Darrell Todd Maurina
Cheese production plants in two eastern New Mexico cities have had major economic impacts on those communities, according to business and city officials in those communities.
The plants provided a major source of new employment to Lovington, which is trying to diversify an economy largely based on oil and natural gas, and Roswell, which is still recovering from the loss of several large employers, business leaders and city officials said.
The Lovington plant is owned by Dairy Farmers of America, which has partial ownership of the proposed $200 million Clovis plant along with Glanbia Foods, an Ireland-based multinational company.
The Glanbia southwest plant is expected to be completed sometime in the second half of 2005
Lovington’s city manager Pat Wise said plans to treat the cheese plant’s waste water went afoul shortly after the plant was built.
“We had one infrastructure problem and it was colossal,” said Wise, who was mayor pro-tem when the DFA plant overwhelmed the city’s waste water plant three years ago.
“The whole town smelled of a waste water treatment plant that had gone septic and it wasn’t pretty,” Wise said. “The public was irate, and quite frankly, they had a reason to be.”
Wise said the main problem was that a city plant built to handle residential waste water couldn’t efficiently handle waste milk products, leading to an order from New Mexico state officials to build a separate treatment system.
Buster Goff, a Portales native who owns Goff Dairy and was a major proponent of getting the Lovington plant to town, said that as a DFA board member, he made sure the Clovis plant wouldn’t have the same problems he experienced in Lovington.
“When we worked at getting it (to Lovington), they were looking at 400,000 pounds of milk, it is now at 1.7 million,” Goff said. “I think it was partly the extreme growth and also expansion of the waste water areas lagged a little bit behind.”
Goff and Lee agreed that plant management worked hard to correct the problems.
“The people operating this plant and who will be involved in your plant are the kind of people who will get things right,” Goff said.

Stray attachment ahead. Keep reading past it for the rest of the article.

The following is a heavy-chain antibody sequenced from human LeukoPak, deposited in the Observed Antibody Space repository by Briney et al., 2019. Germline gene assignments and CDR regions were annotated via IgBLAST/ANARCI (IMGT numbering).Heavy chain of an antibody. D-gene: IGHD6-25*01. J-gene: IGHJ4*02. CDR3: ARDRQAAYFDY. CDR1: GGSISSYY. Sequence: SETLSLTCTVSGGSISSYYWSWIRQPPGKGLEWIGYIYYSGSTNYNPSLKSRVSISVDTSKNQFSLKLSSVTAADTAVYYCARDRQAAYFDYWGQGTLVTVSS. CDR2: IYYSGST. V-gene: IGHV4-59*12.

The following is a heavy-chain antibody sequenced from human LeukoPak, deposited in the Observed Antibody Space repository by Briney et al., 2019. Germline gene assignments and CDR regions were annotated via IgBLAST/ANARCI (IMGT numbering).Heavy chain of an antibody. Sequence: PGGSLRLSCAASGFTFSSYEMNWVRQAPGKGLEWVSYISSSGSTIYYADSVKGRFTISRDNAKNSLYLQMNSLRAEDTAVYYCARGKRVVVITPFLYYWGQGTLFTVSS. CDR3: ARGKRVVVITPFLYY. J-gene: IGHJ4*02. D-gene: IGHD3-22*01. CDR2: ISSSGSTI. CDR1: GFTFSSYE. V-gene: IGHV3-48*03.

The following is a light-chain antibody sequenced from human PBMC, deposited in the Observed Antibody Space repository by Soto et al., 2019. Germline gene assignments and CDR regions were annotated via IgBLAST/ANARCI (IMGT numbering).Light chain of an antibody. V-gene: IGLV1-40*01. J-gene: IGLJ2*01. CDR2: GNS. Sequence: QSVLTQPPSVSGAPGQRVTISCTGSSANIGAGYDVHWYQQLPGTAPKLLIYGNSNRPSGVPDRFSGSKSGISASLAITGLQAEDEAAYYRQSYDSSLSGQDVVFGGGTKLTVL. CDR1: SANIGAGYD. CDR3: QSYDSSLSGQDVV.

Chase Gentry, executive director of Clovis Industrial Development Corporation, said Clovis planned from the beginning to have a separate waste water treatment facility, partly to avoid sewer overflows and partly so the water could be reused rather than wasted.
“This facility is not close to homes, so even if there was anything that had an odor to it, with the location there wouldn’t be a problem,” Gentry said.
Gentry said the closest home to the new plant is a half-mile away, and that home belongs to a dairy farmer.
Roswell officials said they have had no problems and the plant has been an unqualified benefit to their town.
“Leprino Cheese is the world’s largest mozzarella cheese factory and Roswell is the dairy capital of the southwest as far as milk produced annually,” said Roswell city planner Zach Montgomery. “Basically Leprino foods had to build and install their own waste water treatment plant. Their plant could actually support a small city with the size of the waste water treatment.”
Dusty Huckabee, director of Main Street Roswell, said the cheese plant has been crucial in attracting dairies and other businesses to town.
“A lot of these dairy farmers were trying to get out of California because of the environmental hassles,” Huckabee said. “We address that and work with the people.”